Last Wednesday, the state board of education voted to revoke its contract with Abramson. None of the BESE (Board of Elementary and Secondary Education) members knew any of the allegations about the school before. In my interview with BESE President Penny Dastugue right after the board meeting, she also admitted that she had learned about the allegations right after the story came out.
It’s obvious that the decision was made on the basis of political concerns rather than academic ones. A failing school, unable to be helped by the white elites, was greatly bolstered by a group of progressive Turkish educators. Are these white elites of New Orleans truly looking out for the well-being of these African-American kids, or do they have political and personal biases against these “outsiders.”
Presenting the case against the school, Dastugue also stated that “there was ample evidence that there were very severe safety, health and welfare issues.” But she couldn’t explain how this success story could have been achieved if there were safety issues in this school.
Xenophobia a motivator
I would say there was another motivation both behind the story and behind the BESE’s decision, and it was definitely xenophobia even though 80 percent of the teachers in the school were Americans. We know that despite the promise of the 14th Amendment, most African-Americans did not enjoy equal protection under the law until the second half of the 20th century in America. What is happening right now is that some extremist right-wing circles are directing this racist xenophobia at Muslim Americans who are devoting themselves to peace and education.
What happened in New Orleans is quite a solid example of that.
Now let’s see how one of the parents explains why Abramson encountered such resistance in New Orleans:
“My name is Angelique Kaufman. I am a parent of two teenage daughters from Abramson. I want to know how many people live where I live. Who lives in the East to be so concerned? Ms. Tyler, this is my first time laying eyes on you. I have been at every meeting. I have listened to Mr. White ramble on plan A, plan B, but no answers. I understand that you all have your laws and everything, but these are my children. When it comes down to my children, that is all I have. These people have given my children a very good education. My daughters have been in the New Orleans Public School System since they were born and never have I had anyone from the school system, from a school, period, come to my house and say: ‘Ms. Kaufman, do you have school uniforms for your daughters? Do you need help with the uniforms? Do you need free tutoring? Free summer school? These things are unheard of and I feel like all of this is because you are intimidated by the fact that these people have accomplished in four years what you have yet to accomplish.”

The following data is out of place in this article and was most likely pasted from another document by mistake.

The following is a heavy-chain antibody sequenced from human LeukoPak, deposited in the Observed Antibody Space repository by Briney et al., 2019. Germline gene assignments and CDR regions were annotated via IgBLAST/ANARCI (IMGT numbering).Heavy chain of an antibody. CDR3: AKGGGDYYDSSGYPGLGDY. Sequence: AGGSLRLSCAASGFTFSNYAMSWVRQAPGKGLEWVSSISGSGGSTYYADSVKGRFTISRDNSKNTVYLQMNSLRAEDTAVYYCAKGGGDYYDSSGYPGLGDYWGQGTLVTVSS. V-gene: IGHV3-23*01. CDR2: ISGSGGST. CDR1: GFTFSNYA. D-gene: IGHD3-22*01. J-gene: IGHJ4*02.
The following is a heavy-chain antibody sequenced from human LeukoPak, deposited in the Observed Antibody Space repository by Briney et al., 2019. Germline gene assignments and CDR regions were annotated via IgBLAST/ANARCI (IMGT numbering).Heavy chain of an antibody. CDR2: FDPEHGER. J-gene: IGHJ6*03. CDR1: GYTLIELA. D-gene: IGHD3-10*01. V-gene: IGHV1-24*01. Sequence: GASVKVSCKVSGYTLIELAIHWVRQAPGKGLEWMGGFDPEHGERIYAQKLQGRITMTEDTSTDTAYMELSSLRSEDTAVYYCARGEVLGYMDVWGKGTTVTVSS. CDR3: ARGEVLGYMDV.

While the positive comments come from Abramson parents, opposing comments only came from outsiders with no Abramson experience. An Abramson incident involving a parent whose 5-year-old child was allegedly involved in two separate sexual incidents did not reveal the fact that she still had two other children in Abramson. The parent said she took her child out of Abramson because she was not satisfied with how the school handled the situation. This was not correct. The fact was that her child no longer wanted to attend the school. If Abramson was not a safe school, why did she let her two other kids continue studying at Abramson?
What the BESE did last week was definitely a political decision. There are a number of horrible schools in New Orleans dealing with rape, teen pregnancy, gang and drug issues, but none of these horrible schools have been closed down.
I now want to bring to your attention another issue: the possible motivation of The Times-Picayune reporter.
Ms. Carol Serio, who has been working at Abramson as a special education coordinator, claimed that there was a romantic relationship between Vanacore and her former employee Mary Elise DeCoursey, one of the most important sources in the story and the one who initially started all the allegations against Abramson. These are the official statements of Ms. Serio in a handwritten letter by her:
“This past weekend on social network ‘Facebook’ there has been slander against school, administration, staff by former employees (who were involved in recent Times Picayune article). These who are doing slander are: Tiffany Steward, Kisha Davis, Mary Elise DeCoursey, Charm Baker, Tamica Duroncelay, Amy Comarda. These named are gloating online with remarks that are untrue. There has also been mention of friendship and a romantic involvement of DeCoursey and Times Picayune writer of article. Carol A. Serio, M. Ed.”
I always believed that a reporter should remain a reporter and not be personally involved in the story.
This, after all, is the most basic principle of journalism.
*Aydoğan Vatandaş is an investigative reporter based in New York and holds an MA in media studies.